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Getting to Sweden, Part II: Breaking with Corruption in the Nineteenth Century

Artikel i vetenskaplig tidskrift
Författare Bo Rothstein
J. Teorell
Publicerad i Scandinavian Political Studies
Volym 38
Nummer/häfte 3
Sidor 238-254
ISSN 0080-6757
Publiceringsår 2015
Publicerad vid Statsvetenskapliga institutionen
Sidor 238-254
Språk en
Länkar dx.doi.org/10.1111/1467-9477.12048
Ämnesord EXPLAINING CORRUPTION, COLLECTIVE ACTION, REFORMS, HISTORY, Political Science
Ämneskategorier Statsvetenskap

Sammanfattning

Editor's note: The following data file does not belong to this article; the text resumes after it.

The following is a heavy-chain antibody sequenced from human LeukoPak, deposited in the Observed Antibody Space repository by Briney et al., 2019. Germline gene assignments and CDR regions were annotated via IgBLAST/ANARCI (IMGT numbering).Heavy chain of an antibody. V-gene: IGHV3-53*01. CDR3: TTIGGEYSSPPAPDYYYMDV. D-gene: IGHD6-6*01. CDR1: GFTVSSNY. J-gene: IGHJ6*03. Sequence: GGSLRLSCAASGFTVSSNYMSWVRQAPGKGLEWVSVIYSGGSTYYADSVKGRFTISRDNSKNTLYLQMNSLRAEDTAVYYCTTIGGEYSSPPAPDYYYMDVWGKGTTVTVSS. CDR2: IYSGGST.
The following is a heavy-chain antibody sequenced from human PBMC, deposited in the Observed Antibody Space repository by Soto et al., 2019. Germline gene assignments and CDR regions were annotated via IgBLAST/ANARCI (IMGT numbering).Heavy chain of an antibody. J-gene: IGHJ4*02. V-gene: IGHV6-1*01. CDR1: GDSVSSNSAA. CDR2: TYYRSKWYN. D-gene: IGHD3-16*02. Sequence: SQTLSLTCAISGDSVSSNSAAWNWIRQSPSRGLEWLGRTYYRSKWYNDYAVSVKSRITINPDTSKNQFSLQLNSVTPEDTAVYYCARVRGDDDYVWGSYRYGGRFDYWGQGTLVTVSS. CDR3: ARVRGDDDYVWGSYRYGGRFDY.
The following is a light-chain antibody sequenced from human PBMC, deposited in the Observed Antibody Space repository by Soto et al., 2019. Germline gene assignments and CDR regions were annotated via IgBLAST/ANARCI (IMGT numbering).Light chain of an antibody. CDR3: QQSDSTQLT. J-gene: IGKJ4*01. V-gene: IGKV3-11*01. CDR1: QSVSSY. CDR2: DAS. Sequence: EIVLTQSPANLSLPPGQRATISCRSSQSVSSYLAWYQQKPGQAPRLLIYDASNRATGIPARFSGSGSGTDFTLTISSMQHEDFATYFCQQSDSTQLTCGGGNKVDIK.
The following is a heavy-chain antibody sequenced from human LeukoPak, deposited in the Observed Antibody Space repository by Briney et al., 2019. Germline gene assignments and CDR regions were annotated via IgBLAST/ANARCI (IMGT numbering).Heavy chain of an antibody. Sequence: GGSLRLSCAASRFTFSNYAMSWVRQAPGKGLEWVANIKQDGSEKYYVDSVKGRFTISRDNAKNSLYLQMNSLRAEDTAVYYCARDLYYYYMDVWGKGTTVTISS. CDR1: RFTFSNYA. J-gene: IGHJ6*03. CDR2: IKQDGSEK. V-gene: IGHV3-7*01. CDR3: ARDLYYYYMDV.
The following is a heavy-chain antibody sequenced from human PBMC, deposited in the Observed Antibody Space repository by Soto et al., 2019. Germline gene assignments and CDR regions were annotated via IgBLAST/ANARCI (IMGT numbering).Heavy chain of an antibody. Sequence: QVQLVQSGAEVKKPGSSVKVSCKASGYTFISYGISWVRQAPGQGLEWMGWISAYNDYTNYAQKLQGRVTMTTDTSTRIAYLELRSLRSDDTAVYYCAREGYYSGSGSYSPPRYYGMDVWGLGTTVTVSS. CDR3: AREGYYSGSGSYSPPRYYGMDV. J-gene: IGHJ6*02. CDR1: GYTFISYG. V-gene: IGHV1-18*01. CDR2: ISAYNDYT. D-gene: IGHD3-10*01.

Issues about corruption and other forms of bad government' have become central in large parts of the social sciences. An unresolved question, however, is how countries can solve the issue of systemic corruption. In this article, based on Elinor Ostrom's theory of common pool resource appropriation, a new theoretical model for explaining this type of institutional change is developed. Sweden during the nineteenth century is used as an illustration of the model by showing how the country made a transition from being largely patrimonial, nepotistic and corrupt to a modern, Weberian, efficient and impartial state structure. Building upon a companion article about the importance of losing a war as a precondition for breaking systematic corruption, this article stresses the importance of three additional factors in Sweden: previous changes in courts and the legal system; recognition of the problem by the main contemporary political actors as shown in debates in the Diet; and the new liberal ideology that made an important impact on the Swedish political scene during this period.

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